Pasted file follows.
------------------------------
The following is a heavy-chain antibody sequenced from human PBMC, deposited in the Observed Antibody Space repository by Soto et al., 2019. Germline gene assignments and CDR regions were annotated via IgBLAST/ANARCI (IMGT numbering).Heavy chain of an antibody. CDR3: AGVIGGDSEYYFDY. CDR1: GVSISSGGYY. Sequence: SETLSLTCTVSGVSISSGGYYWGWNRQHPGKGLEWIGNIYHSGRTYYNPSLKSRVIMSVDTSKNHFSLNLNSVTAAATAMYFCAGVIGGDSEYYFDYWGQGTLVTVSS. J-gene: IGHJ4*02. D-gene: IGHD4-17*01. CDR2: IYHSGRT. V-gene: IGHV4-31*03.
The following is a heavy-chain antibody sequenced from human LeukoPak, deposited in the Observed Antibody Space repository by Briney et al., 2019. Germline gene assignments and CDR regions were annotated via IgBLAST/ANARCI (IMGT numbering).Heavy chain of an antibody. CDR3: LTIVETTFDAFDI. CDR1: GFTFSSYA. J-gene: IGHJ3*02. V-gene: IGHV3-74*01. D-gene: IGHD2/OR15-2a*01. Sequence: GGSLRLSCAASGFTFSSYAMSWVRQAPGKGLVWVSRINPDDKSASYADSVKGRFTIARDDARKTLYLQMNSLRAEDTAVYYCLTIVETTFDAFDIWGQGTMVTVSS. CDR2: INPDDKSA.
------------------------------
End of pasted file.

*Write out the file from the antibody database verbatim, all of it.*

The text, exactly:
The following is a heavy-chain antibody sequenced from human PBMC, deposited in the Observed Antibody Space repository by Soto et al., 2019. Germline gene assignments and CDR regions were annotated via IgBLAST/ANARCI (IMGT numbering).Heavy chain of an antibody. CDR3: AGVIGGDSEYYFDY. CDR1: GVSISSGGYY. Sequence: SETLSLTCTVSGVSISSGGYYWGWNRQHPGKGLEWIGNIYHSGRTYYNPSLKSRVIMSVDTSKNHFSLNLNSVTAAATAMYFCAGVIGGDSEYYFDYWGQGTLVTVSS. J-gene: IGHJ4*02. D-gene: IGHD4-17*01. CDR2: IYHSGRT. V-gene: IGHV4-31*03.
The following is a heavy-chain antibody sequenced from human LeukoPak, deposited in the Observed Antibody Space repository by Briney et al., 2019. Germline gene assignments and CDR regions were annotated via IgBLAST/ANARCI (IMGT numbering).Heavy chain of an antibody. CDR3: LTIVETTFDAFDI. CDR1: GFTFSSYA. J-gene: IGHJ3*02. V-gene: IGHV3-74*01. D-gene: IGHD2/OR15-2a*01. Sequence: GGSLRLSCAASGFTFSSYAMSWVRQAPGKGLVWVSRINPDDKSASYADSVKGRFTIARDDARKTLYLQMNSLRAEDTAVYYCLTIVETTFDAFDIWGQGTMVTVSS. CDR2: INPDDKSA.